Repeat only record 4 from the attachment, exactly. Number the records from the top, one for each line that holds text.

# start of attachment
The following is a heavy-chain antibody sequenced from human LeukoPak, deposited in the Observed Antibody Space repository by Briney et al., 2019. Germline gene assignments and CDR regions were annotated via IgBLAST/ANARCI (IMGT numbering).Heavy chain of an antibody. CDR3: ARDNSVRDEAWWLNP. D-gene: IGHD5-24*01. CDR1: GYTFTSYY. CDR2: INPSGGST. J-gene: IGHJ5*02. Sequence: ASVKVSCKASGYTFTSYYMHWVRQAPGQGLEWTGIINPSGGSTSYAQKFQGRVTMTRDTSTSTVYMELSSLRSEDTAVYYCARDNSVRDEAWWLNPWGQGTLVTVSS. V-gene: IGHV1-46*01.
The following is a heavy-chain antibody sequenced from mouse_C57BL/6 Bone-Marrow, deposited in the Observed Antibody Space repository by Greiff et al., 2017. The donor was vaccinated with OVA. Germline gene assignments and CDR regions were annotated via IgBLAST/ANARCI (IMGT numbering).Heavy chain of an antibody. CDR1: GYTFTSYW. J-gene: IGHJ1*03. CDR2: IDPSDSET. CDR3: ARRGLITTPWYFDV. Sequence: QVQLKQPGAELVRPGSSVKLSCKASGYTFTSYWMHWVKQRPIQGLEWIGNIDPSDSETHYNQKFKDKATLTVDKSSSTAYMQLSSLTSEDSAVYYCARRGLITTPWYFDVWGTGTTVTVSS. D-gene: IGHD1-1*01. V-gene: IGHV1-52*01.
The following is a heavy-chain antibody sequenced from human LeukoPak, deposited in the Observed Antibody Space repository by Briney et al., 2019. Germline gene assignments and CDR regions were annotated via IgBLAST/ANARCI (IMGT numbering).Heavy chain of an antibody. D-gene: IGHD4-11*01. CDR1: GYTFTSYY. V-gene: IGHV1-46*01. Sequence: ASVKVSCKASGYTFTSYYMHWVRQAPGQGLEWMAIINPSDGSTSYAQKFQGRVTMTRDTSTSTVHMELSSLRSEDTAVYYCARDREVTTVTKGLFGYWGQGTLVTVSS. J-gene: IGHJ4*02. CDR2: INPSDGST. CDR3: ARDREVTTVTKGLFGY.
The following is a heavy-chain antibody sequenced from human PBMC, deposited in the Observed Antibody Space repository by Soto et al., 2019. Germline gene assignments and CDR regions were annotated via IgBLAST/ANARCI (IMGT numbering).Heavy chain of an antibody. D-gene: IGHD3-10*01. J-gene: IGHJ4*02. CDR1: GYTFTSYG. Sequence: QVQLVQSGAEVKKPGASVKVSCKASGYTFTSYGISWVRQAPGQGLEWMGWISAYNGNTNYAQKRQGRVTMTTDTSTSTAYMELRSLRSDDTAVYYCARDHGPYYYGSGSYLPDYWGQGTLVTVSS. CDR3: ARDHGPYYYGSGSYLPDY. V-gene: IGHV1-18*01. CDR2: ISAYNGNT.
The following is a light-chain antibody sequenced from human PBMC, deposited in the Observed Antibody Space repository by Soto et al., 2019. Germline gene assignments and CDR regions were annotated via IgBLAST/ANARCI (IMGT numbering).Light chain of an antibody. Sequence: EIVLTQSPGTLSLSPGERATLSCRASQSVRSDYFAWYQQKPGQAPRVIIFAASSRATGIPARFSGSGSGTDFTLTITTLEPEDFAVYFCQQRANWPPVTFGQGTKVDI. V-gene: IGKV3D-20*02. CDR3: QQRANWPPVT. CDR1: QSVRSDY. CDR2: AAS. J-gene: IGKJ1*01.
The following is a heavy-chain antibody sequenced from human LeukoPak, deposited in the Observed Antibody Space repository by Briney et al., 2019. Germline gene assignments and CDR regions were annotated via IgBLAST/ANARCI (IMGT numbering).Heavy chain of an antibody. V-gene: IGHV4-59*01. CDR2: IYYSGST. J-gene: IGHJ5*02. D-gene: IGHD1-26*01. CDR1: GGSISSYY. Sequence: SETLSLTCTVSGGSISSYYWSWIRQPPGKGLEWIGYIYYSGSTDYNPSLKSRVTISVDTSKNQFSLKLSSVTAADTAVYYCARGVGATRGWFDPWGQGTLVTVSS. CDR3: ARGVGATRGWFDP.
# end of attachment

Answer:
The following is a heavy-chain antibody sequenced from human PBMC, deposited in the Observed Antibody Space repository by Soto et al., 2019. Germline gene assignments and CDR regions were annotated via IgBLAST/ANARCI (IMGT numbering).Heavy chain of an antibody. D-gene: IGHD3-10*01. J-gene: IGHJ4*02. CDR1: GYTFTSYG. Sequence: QVQLVQSGAEVKKPGASVKVSCKASGYTFTSYGISWVRQAPGQGLEWMGWISAYNGNTNYAQKRQGRVTMTTDTSTSTAYMELRSLRSDDTAVYYCARDHGPYYYGSGSYLPDYWGQGTLVTVSS. CDR3: ARDHGPYYYGSGSYLPDY. V-gene: IGHV1-18*01. CDR2: ISAYNGNT.